I think that holomorphic and antiholomorphic refer, respectively, to (1,0) and (0,1) forms.

I write

It ... seems that "antiholomorphic forms" is the dual vector bundle to "holomorphic forms", that is to say, it is the holomorphic tangent bundle.

The point of this answer is to explain that we are both right.

First of all, I am used to distinguishing between two notions. For me, a "$(1,0)$-form" is a $\mathbb{C}$-valued $1$-form which locally looks like $\sum f_i(z) d z_i$, for some $C^{\infty}$ functions $f_i$. In a "holomorphic $1$-form" we also require the $f_i$ to be holomorphic functions. Apparently, not everyone makes this distinction. That's fine, but in this post I am going to use my language because it appears to be more precise.

Let $X$ be a complex manifold. The sheaf of $(1,0)$-forms on $X$ is a sheaf of modules for the sheaf of $C^{\infty}$ functions. Similarly, the sheaf of holomorphic $1$-forms is a sheaf of modules for the sheaf of holmorphic functions. Using the appropriate version of the Serre-Swan theorem in each case; we get a complex vector bundle over $X$, in the $C^{\infty}$ and holomorphic categories respectively. Taking the forgetful functor from holomorphic vector bundles to smooth vector bundles, we get naturally isomorphic vector bundles in either case, and this bundle is the cotangent bundle $T^*(X)$. So, no matter how you think about it, the "bundle of holomorphic $1$-forms" is the cotangent bundle.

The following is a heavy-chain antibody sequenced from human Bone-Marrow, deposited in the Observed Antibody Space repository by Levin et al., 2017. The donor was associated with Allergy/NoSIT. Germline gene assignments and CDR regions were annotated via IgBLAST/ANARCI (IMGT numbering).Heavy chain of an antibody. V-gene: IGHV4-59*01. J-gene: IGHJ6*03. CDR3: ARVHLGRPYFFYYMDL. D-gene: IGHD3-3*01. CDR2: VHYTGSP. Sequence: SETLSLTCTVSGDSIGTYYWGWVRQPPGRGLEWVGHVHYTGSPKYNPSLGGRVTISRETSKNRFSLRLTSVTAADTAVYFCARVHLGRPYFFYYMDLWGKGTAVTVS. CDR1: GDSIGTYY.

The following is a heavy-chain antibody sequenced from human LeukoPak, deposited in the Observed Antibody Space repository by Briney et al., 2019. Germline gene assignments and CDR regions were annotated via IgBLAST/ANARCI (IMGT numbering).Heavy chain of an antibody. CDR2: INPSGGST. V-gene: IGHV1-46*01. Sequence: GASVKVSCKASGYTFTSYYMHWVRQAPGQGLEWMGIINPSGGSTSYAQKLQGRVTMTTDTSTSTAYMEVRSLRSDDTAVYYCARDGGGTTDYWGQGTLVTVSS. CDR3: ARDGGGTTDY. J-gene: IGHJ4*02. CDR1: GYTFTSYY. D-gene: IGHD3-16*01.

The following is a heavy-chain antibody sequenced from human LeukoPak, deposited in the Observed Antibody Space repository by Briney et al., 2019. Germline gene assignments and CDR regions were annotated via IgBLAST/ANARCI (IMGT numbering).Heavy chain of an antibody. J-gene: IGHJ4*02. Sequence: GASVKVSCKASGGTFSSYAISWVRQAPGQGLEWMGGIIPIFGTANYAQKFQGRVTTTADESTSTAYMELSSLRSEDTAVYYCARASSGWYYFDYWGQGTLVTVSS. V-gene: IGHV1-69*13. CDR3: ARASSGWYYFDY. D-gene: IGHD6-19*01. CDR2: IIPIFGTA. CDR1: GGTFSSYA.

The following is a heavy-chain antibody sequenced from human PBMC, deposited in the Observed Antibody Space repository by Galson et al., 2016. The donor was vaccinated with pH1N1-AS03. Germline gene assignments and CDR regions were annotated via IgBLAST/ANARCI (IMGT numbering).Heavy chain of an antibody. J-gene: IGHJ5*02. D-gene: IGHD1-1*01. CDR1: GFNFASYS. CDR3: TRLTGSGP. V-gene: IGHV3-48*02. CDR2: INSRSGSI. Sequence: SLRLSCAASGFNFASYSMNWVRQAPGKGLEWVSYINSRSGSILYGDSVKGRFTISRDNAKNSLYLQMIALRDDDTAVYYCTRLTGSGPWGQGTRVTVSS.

That's what happens with $(1,0)$-forms. What happens with $(0,1)$-forms? In this case, I think it is best to generalize the $C^{\infty}$ approach above. That is to say, we consider the sheaf of all $1$-forms that locally look like $\sum f_i(z) d \overline{z}_i$, for some $C^{\infty}$ functions $f_i$. Again, Serre-Swan gives us a $C^{\infty}$ complex vector bundle which I'll call $A$. From this perspective, $A$ does not have an obvious holomorphic structure.

However, I claim that $A$ is noncanonically isomorphic to the tangent bundle to $X$. Here is the isomorphism. Choose a positive definite Hermitian structure on tangent bundle of $X$. This is always possible by a partition of unity argument. (My convention is that Hermitian forms are linear in the second argument and conjugate linear in the first.) For any $(1,0)$-vector field $v$, the $1$-form $\langle \ , v \rangle$ is a $(0,1)$-form.

The tangent bundle to $X$, of course, does have a natural holomorphic structure; the holomorphic sections are of the form $\sum f_i(z) \partial/\partial z_i$ where the $f_i$ are holomorphic. But this structure is very hidden in the presentation of $A$ as the bundle of $(0,1)$-forms, and that was the point that was confusing me.

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Right. In the Hermitian world, dual and complex conjugate are equivalent. And of course "contragredient" is another name for dual. – Greg Kuperberg Dec 11 2009 at 17:21